Name as it appears on the ballot: Sally Greene

Full legal name, if different: Sarah Lee Greene

Date of birth: October 19, 1955

Occupation & employer: Research attorney, self-employed

Campaign website:

Twitter: @GoSallyGreene


1. Why are you running for office and what are your top priorities, if elected? Please include information on past public service, posts held, volunteer work completed and other examples of your leadership.

I am running for office because I believe my combination of successful experience, energy, and readiness to take on new challenges well qualifies me for continued leadership.

I have served two terms in this office, 2003-2011, during which I led or contributed to successful initiatives in affordable housing, homelessness support, neighborhood preservation, historic preservation, environmental preservation, and more. In 2013 I was appointed by my colleagues to the vacancy created when Penny Rich took office on the Orange County Board of Commissioners.

My top three priorities are the following:

(a) Affordable rental housing. Over the summer, my colleague Donna Bell and I co-chaired a mayor’s task force on affordable rental housing. We will soon be bringing a draft affordable rental strategy document to the whole Council. Our task force has come up with a promising list of new ideas that extend creatively beyond the strategies we have used for affordable ownership-model housing. My priority is to get this strategy document adopted and implemented.

The first action to come out of this effort is a proposal for low-income tax credit housing, to be built by DHIC of Raleigh, on a 10-acre parcel of town-owned land. This proposal was well received at a recent Council work session. It would add some 140 units of affordable rental, for seniors and families. I will advocate for the Council’s timely approval of this exciting project.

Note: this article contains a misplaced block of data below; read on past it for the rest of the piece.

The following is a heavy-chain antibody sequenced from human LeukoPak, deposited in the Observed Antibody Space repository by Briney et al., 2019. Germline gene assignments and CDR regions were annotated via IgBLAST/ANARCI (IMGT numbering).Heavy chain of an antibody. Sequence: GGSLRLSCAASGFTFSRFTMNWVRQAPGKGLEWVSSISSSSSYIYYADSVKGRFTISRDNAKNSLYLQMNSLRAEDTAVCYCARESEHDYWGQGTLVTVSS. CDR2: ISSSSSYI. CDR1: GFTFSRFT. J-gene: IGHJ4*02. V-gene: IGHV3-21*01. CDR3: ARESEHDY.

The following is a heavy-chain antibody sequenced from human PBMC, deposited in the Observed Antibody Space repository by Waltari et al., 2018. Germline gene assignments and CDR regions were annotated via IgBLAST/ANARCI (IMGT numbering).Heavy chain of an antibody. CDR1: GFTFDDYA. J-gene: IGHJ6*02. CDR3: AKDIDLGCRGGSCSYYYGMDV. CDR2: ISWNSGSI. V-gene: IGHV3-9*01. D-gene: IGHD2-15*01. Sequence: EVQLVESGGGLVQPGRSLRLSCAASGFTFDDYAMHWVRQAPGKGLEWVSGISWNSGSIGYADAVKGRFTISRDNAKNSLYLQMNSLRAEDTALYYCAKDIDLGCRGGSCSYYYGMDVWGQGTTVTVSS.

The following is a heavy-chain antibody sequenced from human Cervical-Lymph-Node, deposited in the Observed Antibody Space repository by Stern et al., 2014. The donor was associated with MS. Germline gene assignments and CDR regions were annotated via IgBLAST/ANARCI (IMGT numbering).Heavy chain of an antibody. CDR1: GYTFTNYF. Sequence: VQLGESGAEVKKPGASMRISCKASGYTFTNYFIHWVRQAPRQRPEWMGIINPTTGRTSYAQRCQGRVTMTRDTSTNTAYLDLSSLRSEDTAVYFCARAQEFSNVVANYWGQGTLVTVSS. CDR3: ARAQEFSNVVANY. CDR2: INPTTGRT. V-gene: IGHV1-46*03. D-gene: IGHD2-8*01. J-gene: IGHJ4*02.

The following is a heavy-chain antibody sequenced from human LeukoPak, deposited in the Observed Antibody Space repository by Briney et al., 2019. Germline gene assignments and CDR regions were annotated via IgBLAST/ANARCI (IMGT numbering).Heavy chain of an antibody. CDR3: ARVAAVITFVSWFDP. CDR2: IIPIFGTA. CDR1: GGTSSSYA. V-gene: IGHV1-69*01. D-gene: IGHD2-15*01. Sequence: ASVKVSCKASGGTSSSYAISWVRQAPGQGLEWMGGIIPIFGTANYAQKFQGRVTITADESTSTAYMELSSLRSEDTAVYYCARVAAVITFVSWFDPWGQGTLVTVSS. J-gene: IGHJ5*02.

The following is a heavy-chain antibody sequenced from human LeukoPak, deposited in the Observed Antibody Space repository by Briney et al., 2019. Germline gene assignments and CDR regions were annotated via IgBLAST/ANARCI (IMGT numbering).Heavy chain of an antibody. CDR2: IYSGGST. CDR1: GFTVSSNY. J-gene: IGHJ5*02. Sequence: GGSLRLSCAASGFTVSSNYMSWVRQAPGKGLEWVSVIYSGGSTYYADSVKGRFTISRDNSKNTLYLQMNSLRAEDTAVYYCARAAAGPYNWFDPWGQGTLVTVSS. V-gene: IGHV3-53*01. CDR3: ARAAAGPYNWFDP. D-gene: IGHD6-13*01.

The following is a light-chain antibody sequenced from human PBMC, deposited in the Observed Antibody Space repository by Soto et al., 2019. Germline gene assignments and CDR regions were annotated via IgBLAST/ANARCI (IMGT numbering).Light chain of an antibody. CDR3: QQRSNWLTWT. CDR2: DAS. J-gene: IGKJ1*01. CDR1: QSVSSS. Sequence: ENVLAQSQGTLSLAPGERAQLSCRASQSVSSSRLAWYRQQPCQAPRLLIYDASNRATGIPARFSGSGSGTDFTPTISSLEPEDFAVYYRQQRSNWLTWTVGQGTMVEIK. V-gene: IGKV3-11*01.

(b) Downtown. I will actively support the transformation of downtown Chapel Hill into a distinctive cultural arts destination. This priority reflects two of the five “big ideas” that emerged from the Chapel Hill 2020 comprehensive planning process.

“Rosemary Imagined,” a visioning project led by the Downtown Partnership, is yielding exciting conversations about redevelopment of Rosemary Street to create a truly two-street downtown. The 140 West development (for which I served on the town’s negotiating team), with a dedicated public space at the corner of Franklin and Church streets and the ability to close off Church Street for community events, is another positive step.

The Downtown Partnership is collaborating with the Town, the Ackland Art Museum, the Chapel Hill-Orange County Visitors Bureau, and other interested citizens on a grant-writing project that will help clarify how we should go forward with identifying and enhancing the downtown’s cultural assets. The goal will be to solidify the downtown’s identity as a distinctive destination for the arts, entertainment, and fine dining. If we are successful in winning an “Our Town” grant from the National Endowment for the Arts, we will have financial support to jump-start the transformation of the Franklin-Rosemary corridor into a true cultural arts destination.

I will stay directly involved in the entire process of reconceiving downtown as a cultural arts destination. I will champion these efforts from my Council position and advocate for the resources it needs to succeed.